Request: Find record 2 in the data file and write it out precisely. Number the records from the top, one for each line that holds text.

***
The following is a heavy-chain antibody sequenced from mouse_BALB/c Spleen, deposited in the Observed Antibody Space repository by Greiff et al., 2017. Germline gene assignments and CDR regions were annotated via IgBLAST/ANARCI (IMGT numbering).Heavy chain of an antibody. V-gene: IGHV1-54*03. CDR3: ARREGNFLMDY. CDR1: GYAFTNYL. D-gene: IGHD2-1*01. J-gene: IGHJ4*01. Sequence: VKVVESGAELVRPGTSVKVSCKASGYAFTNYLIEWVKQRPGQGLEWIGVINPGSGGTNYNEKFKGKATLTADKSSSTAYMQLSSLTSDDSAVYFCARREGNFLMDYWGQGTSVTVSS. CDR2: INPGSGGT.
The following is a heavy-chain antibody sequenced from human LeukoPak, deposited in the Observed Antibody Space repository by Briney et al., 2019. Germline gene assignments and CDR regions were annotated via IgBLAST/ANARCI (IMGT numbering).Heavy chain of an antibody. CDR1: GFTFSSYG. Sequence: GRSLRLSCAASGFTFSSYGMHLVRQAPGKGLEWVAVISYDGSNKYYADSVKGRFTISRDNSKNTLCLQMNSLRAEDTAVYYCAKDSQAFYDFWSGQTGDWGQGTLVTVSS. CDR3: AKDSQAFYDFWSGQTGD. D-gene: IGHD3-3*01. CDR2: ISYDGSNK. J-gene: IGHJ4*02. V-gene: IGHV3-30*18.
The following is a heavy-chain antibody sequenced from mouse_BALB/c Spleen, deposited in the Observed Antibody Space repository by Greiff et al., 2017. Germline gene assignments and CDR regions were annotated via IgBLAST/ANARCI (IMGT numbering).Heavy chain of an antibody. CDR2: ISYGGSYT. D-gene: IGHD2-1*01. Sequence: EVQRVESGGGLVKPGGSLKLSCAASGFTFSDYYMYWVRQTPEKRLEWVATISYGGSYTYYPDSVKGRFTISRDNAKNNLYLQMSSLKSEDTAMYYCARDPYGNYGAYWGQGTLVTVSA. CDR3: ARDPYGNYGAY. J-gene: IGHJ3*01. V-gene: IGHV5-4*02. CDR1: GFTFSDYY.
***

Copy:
The following is a heavy-chain antibody sequenced from human LeukoPak, deposited in the Observed Antibody Space repository by Briney et al., 2019. Germline gene assignments and CDR regions were annotated via IgBLAST/ANARCI (IMGT numbering).Heavy chain of an antibody. CDR1: GFTFSSYG. Sequence: GRSLRLSCAASGFTFSSYGMHLVRQAPGKGLEWVAVISYDGSNKYYADSVKGRFTISRDNSKNTLCLQMNSLRAEDTAVYYCAKDSQAFYDFWSGQTGDWGQGTLVTVSS. CDR3: AKDSQAFYDFWSGQTGD. D-gene: IGHD3-3*01. CDR2: ISYDGSNK. J-gene: IGHJ4*02. V-gene: IGHV3-30*18.